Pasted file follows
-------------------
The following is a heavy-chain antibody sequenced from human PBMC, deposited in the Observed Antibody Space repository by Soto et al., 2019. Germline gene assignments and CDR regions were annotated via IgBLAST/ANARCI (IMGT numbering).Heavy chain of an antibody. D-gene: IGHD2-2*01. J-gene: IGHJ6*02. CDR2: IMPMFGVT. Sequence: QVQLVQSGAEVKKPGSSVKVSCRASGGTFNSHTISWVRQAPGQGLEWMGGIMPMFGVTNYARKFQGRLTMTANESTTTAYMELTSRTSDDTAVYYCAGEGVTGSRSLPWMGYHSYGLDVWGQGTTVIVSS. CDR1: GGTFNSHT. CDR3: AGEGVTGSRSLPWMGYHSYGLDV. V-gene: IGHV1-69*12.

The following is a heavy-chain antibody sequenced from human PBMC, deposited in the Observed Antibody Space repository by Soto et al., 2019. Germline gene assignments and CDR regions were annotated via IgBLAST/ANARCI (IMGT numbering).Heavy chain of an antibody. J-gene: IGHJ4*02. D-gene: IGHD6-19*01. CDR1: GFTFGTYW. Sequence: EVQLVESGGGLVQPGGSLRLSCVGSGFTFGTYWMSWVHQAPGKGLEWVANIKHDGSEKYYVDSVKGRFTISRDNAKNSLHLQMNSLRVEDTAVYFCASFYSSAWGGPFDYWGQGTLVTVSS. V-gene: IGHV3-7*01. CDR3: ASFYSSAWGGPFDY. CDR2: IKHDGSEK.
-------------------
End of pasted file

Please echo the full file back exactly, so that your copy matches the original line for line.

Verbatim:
The following is a heavy-chain antibody sequenced from human PBMC, deposited in the Observed Antibody Space repository by Soto et al., 2019. Germline gene assignments and CDR regions were annotated via IgBLAST/ANARCI (IMGT numbering).Heavy chain of an antibody. D-gene: IGHD2-2*01. J-gene: IGHJ6*02. CDR2: IMPMFGVT. Sequence: QVQLVQSGAEVKKPGSSVKVSCRASGGTFNSHTISWVRQAPGQGLEWMGGIMPMFGVTNYARKFQGRLTMTANESTTTAYMELTSRTSDDTAVYYCAGEGVTGSRSLPWMGYHSYGLDVWGQGTTVIVSS. CDR1: GGTFNSHT. CDR3: AGEGVTGSRSLPWMGYHSYGLDV. V-gene: IGHV1-69*12.

The following is a heavy-chain antibody sequenced from human PBMC, deposited in the Observed Antibody Space repository by Soto et al., 2019. Germline gene assignments and CDR regions were annotated via IgBLAST/ANARCI (IMGT numbering).Heavy chain of an antibody. J-gene: IGHJ4*02. D-gene: IGHD6-19*01. CDR1: GFTFGTYW. Sequence: EVQLVESGGGLVQPGGSLRLSCVGSGFTFGTYWMSWVHQAPGKGLEWVANIKHDGSEKYYVDSVKGRFTISRDNAKNSLHLQMNSLRVEDTAVYFCASFYSSAWGGPFDYWGQGTLVTVSS. V-gene: IGHV3-7*01. CDR3: ASFYSSAWGGPFDY. CDR2: IKHDGSEK.